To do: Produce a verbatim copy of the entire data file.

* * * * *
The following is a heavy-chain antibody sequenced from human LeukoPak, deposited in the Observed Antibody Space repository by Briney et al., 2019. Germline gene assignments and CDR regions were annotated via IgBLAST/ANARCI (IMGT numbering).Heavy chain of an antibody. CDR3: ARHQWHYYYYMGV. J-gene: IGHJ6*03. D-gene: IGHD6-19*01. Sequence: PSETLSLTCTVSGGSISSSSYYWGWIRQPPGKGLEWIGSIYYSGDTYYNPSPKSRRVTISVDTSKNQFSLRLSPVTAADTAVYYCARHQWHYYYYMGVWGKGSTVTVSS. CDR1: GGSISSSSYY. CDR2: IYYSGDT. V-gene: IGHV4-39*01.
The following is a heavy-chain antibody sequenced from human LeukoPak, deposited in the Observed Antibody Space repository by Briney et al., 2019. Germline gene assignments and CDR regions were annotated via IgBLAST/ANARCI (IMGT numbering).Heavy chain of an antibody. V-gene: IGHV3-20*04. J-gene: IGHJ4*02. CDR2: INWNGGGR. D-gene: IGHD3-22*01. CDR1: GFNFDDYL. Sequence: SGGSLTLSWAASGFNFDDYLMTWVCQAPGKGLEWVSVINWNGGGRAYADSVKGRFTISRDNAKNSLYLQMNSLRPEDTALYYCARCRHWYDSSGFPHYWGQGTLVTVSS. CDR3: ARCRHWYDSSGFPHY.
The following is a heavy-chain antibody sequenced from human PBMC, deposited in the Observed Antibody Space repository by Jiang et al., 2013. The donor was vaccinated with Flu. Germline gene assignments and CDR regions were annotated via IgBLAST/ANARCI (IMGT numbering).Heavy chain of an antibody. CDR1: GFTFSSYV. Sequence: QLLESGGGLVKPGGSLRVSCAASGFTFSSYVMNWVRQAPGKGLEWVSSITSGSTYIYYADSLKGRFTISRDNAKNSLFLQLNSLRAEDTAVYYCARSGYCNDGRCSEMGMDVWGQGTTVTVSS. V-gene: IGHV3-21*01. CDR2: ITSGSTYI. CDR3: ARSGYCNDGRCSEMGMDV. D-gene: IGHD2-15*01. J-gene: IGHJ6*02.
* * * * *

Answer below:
The following is a heavy-chain antibody sequenced from human LeukoPak, deposited in the Observed Antibody Space repository by Briney et al., 2019. Germline gene assignments and CDR regions were annotated via IgBLAST/ANARCI (IMGT numbering).Heavy chain of an antibody. CDR3: ARHQWHYYYYMGV. J-gene: IGHJ6*03. D-gene: IGHD6-19*01. Sequence: PSETLSLTCTVSGGSISSSSYYWGWIRQPPGKGLEWIGSIYYSGDTYYNPSPKSRRVTISVDTSKNQFSLRLSPVTAADTAVYYCARHQWHYYYYMGVWGKGSTVTVSS. CDR1: GGSISSSSYY. CDR2: IYYSGDT. V-gene: IGHV4-39*01.
The following is a heavy-chain antibody sequenced from human LeukoPak, deposited in the Observed Antibody Space repository by Briney et al., 2019. Germline gene assignments and CDR regions were annotated via IgBLAST/ANARCI (IMGT numbering).Heavy chain of an antibody. V-gene: IGHV3-20*04. J-gene: IGHJ4*02. CDR2: INWNGGGR. D-gene: IGHD3-22*01. CDR1: GFNFDDYL. Sequence: SGGSLTLSWAASGFNFDDYLMTWVCQAPGKGLEWVSVINWNGGGRAYADSVKGRFTISRDNAKNSLYLQMNSLRPEDTALYYCARCRHWYDSSGFPHYWGQGTLVTVSS. CDR3: ARCRHWYDSSGFPHY.
The following is a heavy-chain antibody sequenced from human PBMC, deposited in the Observed Antibody Space repository by Jiang et al., 2013. The donor was vaccinated with Flu. Germline gene assignments and CDR regions were annotated via IgBLAST/ANARCI (IMGT numbering).Heavy chain of an antibody. CDR1: GFTFSSYV. Sequence: QLLESGGGLVKPGGSLRVSCAASGFTFSSYVMNWVRQAPGKGLEWVSSITSGSTYIYYADSLKGRFTISRDNAKNSLFLQLNSLRAEDTAVYYCARSGYCNDGRCSEMGMDVWGQGTTVTVSS. V-gene: IGHV3-21*01. CDR2: ITSGSTYI. CDR3: ARSGYCNDGRCSEMGMDV. D-gene: IGHD2-15*01. J-gene: IGHJ6*02.